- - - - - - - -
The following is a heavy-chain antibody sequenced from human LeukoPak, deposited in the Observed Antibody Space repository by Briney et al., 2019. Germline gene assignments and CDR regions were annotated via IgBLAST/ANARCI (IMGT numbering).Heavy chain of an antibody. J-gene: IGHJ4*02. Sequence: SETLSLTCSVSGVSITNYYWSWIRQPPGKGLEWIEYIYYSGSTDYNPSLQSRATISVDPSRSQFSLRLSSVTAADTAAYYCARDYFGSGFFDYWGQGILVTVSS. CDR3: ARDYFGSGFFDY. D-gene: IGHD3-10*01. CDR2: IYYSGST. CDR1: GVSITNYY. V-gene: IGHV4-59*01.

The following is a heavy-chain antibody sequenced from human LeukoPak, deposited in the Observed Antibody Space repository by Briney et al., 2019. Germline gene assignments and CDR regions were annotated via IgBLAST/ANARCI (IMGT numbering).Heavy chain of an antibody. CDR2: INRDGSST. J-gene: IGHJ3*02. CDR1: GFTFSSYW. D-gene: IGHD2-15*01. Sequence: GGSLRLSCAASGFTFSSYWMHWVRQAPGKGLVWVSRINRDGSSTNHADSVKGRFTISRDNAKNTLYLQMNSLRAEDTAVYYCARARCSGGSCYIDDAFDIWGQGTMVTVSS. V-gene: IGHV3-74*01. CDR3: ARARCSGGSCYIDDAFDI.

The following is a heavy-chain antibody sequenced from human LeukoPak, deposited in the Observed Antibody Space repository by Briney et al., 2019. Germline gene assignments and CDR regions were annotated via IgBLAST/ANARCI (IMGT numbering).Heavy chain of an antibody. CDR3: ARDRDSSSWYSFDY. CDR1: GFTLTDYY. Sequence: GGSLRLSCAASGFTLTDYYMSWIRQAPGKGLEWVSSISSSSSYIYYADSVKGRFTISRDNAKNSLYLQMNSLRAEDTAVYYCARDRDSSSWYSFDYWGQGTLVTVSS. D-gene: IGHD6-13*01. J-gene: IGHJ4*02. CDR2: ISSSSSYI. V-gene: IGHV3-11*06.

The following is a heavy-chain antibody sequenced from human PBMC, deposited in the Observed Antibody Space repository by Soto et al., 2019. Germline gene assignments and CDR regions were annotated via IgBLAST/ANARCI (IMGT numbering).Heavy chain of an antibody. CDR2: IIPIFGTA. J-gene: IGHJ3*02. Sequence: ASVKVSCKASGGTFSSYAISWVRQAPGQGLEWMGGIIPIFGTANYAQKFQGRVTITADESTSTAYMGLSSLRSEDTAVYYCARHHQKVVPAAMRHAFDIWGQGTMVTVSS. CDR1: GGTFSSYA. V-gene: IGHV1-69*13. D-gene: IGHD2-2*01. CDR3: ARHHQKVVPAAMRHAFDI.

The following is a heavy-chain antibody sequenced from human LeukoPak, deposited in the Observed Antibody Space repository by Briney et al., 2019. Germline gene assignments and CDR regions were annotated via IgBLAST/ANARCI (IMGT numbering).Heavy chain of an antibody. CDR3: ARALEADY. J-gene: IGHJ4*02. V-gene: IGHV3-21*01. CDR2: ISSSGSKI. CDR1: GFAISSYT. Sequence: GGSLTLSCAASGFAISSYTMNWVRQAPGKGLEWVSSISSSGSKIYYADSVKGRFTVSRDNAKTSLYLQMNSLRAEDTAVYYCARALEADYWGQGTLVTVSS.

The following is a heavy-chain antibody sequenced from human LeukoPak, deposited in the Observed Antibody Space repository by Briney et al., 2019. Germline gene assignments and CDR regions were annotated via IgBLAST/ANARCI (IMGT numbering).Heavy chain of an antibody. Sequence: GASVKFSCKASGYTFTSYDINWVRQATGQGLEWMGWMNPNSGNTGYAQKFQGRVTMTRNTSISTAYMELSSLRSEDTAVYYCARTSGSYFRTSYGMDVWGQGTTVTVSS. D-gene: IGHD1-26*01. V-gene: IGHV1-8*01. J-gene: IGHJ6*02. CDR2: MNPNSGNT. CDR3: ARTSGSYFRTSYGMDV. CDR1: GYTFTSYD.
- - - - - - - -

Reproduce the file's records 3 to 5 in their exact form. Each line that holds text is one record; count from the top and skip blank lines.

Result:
The following is a heavy-chain antibody sequenced from human LeukoPak, deposited in the Observed Antibody Space repository by Briney et al., 2019. Germline gene assignments and CDR regions were annotated via IgBLAST/ANARCI (IMGT numbering).Heavy chain of an antibody. CDR3: ARDRDSSSWYSFDY. CDR1: GFTLTDYY. Sequence: GGSLRLSCAASGFTLTDYYMSWIRQAPGKGLEWVSSISSSSSYIYYADSVKGRFTISRDNAKNSLYLQMNSLRAEDTAVYYCARDRDSSSWYSFDYWGQGTLVTVSS. D-gene: IGHD6-13*01. J-gene: IGHJ4*02. CDR2: ISSSSSYI. V-gene: IGHV3-11*06.

The following is a heavy-chain antibody sequenced from human PBMC, deposited in the Observed Antibody Space repository by Soto et al., 2019. Germline gene assignments and CDR regions were annotated via IgBLAST/ANARCI (IMGT numbering).Heavy chain of an antibody. CDR2: IIPIFGTA. J-gene: IGHJ3*02. Sequence: ASVKVSCKASGGTFSSYAISWVRQAPGQGLEWMGGIIPIFGTANYAQKFQGRVTITADESTSTAYMGLSSLRSEDTAVYYCARHHQKVVPAAMRHAFDIWGQGTMVTVSS. CDR1: GGTFSSYA. V-gene: IGHV1-69*13. D-gene: IGHD2-2*01. CDR3: ARHHQKVVPAAMRHAFDI.

The following is a heavy-chain antibody sequenced from human LeukoPak, deposited in the Observed Antibody Space repository by Briney et al., 2019. Germline gene assignments and CDR regions were annotated via IgBLAST/ANARCI (IMGT numbering).Heavy chain of an antibody. CDR3: ARALEADY. J-gene: IGHJ4*02. V-gene: IGHV3-21*01. CDR2: ISSSGSKI. CDR1: GFAISSYT. Sequence: GGSLTLSCAASGFAISSYTMNWVRQAPGKGLEWVSSISSSGSKIYYADSVKGRFTVSRDNAKTSLYLQMNSLRAEDTAVYYCARALEADYWGQGTLVTVSS.